Masuda: I’ve always liked the three-deck carrier. I thought it was interesting as a 3D object, like the model kit. I personally like submecha that’s a little more ambiguous than the cool hero machinery. In that sense, the three-deck carrier may have stuck with me. Of course, it appears in 2205, so I was reminded of my childhood when I directed scenes of the powered-up three-deck carrier.
The focus on portraying a “generation gap” that is familiar to modern society
Interviewer: I saw the opening sequence that was screened at the Yamatalk, the attack on the Bolar Federation stationed on Planet Galman. The scene of the attack by the Garmillas carrier group was very exciting!
Masuda: As you all know, [Scriptwriter] Hideki Oka is also a great help to me. He’s really into Yamato. For example, when firing the main guns, you shouldn’t fire them all at once, like “BOOM,” but with a series of shots, deliberately staggered. “Boom, boom, boom!” It’s amazing that a fan can remember all these details. I realized once again that Yamato is a truly great work that can leave such an impact.
Interviewer: 2205 was made under the influence of the Corona pandemic. According to Mr. Fukui’s interview, it was not his intention, but the result is a work that reflects the “zeitgeist” of the times. As a director, what kind of “zeitgeist” do you feel in 2205?
Masuda: For me, it’s less about the current global situation and more about the generation gap between the characters represented by Kodai and Domon. Even the difference in their age is not that great, Kodai and his friends and Domon and his friends are clearly living in different generations. Clashes and disconnects arise from this gap. Of course, that exists in the real world today, too.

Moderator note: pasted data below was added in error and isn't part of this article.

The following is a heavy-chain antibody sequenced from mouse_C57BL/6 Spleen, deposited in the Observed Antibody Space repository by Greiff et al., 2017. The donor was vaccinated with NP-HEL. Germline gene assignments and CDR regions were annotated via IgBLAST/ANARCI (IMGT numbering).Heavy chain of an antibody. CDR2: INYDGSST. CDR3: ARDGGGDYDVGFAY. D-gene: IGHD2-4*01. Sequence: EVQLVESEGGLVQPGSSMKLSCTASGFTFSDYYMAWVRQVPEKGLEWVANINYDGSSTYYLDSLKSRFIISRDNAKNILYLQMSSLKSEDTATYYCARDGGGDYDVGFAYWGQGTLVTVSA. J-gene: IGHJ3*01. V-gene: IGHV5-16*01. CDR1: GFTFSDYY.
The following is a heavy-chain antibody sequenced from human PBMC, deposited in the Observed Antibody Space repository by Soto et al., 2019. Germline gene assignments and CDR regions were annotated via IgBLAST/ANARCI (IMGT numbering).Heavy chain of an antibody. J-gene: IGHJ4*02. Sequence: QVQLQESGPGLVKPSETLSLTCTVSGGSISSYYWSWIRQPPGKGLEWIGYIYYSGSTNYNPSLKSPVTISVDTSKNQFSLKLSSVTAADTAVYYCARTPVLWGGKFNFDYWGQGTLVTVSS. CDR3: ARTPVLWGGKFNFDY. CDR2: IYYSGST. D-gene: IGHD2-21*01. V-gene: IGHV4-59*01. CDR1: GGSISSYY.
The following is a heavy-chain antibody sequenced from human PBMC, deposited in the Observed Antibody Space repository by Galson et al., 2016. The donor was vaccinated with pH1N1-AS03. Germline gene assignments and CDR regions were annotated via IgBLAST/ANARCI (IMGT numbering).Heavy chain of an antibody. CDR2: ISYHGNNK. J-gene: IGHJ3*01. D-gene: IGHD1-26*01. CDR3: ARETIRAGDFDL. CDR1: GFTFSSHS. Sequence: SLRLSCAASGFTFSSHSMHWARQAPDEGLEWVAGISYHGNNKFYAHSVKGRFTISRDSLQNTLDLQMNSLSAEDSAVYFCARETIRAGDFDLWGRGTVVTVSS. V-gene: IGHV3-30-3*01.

There are things that need to be said, but Kodai doesn’t dare to say them. Domon, who doesn’t seem to think much at first glance, is actually acting with the values of the younger generation firmly in mind. It may be a universal issue regardless of the time period, but in this time in particular, I wanted to portray Domon as a young man of today with an awareness of the “zeitgeist,” rather than an old-fashioned, hot-headed hero-type.
Interviewer: The more I hear about your work, the more I think 2205 has a new essence that only you could bring to it. I’m looking forward to the screening!
Yamato Crew members’ predictions from the special report video!
7 questions from Yamato 2205
After watching the Special Report video on YouTube and a part of the opening video shown at the recent Yamatalk event, our imagination about the film grew. We’re sure many of you have been speculating about the story! So we conducted a 2205 questionnaire for members of the Yamato Crew fan club, based on the information already released. We asked Scriptwriter Hideki Oka to check the results! Unfortunately, we can only show you a small portion of the answers we received. Are there any “correct” answers among them…??
Questionnaire period: July 13-26, 2021. Please note that some of the comments may have been revised or modified.
Ryusuke Domon is supposed to be a new crew member. However, in the first part of the film, which was shown at the Yamatalk event, he showed an intense hatred toward Yamato, which was returning to Earth. Why is that, exactly?
Among the refugees of the planet Stravase, there was one of Domon’s relatives. All three Garmillas ships were blown up by Zordar, and Domon’s relatives were killed. He resents the fact that the only survivors were Yuki Mori, who threw herself into the fire, and Kodai.